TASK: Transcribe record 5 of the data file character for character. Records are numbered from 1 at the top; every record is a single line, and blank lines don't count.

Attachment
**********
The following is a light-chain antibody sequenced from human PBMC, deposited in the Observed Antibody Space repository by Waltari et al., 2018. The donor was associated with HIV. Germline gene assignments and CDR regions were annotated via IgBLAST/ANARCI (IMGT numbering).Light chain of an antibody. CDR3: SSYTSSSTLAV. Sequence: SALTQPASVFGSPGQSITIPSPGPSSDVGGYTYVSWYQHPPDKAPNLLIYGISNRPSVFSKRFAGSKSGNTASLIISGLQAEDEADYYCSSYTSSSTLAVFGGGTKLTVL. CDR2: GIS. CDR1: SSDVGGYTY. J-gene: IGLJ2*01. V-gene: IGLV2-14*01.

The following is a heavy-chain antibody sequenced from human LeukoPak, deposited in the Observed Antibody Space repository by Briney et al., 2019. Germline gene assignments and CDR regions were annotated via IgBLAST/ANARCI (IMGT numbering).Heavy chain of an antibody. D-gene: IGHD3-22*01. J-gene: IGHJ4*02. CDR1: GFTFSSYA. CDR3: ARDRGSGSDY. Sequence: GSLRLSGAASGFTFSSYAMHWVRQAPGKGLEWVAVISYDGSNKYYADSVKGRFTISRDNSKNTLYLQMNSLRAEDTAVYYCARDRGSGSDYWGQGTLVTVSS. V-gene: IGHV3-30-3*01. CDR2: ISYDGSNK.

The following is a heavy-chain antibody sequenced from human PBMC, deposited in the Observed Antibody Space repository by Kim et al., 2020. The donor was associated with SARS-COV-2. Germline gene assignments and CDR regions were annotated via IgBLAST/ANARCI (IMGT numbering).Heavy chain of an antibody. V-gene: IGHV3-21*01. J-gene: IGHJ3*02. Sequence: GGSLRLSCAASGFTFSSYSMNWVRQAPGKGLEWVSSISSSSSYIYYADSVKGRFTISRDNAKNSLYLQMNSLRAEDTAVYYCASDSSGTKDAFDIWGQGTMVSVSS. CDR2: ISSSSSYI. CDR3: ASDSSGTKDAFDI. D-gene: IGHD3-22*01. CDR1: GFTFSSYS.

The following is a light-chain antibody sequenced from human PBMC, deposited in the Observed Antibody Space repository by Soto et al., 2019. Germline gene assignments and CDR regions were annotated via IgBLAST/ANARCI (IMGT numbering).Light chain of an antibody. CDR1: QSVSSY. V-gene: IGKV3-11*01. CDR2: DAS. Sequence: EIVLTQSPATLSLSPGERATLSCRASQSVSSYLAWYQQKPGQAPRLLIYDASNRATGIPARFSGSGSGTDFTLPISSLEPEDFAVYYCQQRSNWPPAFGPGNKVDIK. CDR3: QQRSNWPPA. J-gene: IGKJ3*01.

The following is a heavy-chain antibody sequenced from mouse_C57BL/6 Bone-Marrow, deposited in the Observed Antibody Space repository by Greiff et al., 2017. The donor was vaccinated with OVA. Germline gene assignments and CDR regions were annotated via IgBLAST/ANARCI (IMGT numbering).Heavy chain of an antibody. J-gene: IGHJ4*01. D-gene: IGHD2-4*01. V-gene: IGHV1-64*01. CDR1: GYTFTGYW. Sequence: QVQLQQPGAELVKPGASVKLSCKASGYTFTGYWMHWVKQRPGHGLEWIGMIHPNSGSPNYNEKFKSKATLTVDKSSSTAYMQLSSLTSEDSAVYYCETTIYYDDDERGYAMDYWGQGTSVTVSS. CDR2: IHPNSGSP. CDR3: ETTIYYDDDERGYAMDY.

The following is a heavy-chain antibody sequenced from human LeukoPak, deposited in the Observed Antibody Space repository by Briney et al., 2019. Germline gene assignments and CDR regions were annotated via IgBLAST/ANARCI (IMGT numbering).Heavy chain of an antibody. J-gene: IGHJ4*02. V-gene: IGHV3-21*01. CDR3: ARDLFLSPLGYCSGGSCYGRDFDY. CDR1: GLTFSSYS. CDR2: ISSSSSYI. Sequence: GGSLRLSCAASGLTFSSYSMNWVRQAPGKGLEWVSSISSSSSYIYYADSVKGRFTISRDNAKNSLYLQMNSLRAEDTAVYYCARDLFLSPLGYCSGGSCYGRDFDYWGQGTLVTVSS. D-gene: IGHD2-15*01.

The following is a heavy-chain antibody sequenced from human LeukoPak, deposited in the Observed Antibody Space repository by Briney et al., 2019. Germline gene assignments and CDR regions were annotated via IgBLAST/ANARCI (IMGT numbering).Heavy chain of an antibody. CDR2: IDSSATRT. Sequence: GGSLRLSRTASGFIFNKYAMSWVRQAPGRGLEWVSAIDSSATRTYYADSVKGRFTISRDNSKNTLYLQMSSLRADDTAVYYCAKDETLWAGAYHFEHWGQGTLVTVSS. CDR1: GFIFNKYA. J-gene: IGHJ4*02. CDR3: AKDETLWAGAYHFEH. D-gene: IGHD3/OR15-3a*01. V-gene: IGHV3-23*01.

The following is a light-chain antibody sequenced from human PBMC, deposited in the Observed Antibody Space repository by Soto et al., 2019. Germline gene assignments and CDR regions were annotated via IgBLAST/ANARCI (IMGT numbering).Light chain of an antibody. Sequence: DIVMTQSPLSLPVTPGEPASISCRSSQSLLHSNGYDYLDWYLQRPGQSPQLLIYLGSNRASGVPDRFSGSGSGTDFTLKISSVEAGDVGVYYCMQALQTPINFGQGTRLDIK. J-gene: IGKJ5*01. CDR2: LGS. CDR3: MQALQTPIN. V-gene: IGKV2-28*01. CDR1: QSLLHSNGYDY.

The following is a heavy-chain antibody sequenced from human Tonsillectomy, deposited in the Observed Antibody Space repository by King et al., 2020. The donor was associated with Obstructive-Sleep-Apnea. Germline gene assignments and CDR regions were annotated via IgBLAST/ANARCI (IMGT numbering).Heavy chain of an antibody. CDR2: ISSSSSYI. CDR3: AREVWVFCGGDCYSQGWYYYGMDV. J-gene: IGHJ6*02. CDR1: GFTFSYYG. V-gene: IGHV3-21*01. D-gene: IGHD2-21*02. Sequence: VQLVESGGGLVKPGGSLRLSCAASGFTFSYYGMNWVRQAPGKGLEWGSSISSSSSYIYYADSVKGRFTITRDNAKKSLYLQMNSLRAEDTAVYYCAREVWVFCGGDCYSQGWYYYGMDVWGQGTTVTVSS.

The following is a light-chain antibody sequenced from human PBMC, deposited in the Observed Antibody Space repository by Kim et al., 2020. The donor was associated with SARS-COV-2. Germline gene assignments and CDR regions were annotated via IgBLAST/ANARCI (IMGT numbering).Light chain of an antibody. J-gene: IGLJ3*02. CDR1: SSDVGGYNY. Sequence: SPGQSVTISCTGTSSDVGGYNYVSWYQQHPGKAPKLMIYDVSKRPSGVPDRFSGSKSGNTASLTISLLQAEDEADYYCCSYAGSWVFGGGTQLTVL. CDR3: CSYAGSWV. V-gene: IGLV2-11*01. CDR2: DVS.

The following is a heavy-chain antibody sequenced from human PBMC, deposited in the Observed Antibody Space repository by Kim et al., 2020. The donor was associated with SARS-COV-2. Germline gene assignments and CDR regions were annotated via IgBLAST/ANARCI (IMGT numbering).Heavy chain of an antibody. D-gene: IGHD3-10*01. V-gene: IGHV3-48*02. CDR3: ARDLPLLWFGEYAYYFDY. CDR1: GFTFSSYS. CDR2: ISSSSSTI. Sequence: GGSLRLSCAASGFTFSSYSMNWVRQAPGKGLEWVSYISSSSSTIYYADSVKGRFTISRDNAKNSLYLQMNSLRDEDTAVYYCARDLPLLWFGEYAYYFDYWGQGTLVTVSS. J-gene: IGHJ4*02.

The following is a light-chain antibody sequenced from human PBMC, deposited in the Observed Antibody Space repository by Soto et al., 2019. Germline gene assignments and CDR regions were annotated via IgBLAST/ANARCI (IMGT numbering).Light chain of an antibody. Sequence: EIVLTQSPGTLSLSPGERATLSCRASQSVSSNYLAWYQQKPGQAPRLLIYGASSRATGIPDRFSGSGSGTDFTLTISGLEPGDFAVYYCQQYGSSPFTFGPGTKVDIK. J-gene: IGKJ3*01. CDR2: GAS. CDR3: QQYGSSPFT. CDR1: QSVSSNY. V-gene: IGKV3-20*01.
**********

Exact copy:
The following is a heavy-chain antibody sequenced from mouse_C57BL/6 Bone-Marrow, deposited in the Observed Antibody Space repository by Greiff et al., 2017. The donor was vaccinated with OVA. Germline gene assignments and CDR regions were annotated via IgBLAST/ANARCI (IMGT numbering).Heavy chain of an antibody. J-gene: IGHJ4*01. D-gene: IGHD2-4*01. V-gene: IGHV1-64*01. CDR1: GYTFTGYW. Sequence: QVQLQQPGAELVKPGASVKLSCKASGYTFTGYWMHWVKQRPGHGLEWIGMIHPNSGSPNYNEKFKSKATLTVDKSSSTAYMQLSSLTSEDSAVYYCETTIYYDDDERGYAMDYWGQGTSVTVSS. CDR2: IHPNSGSP. CDR3: ETTIYYDDDERGYAMDY.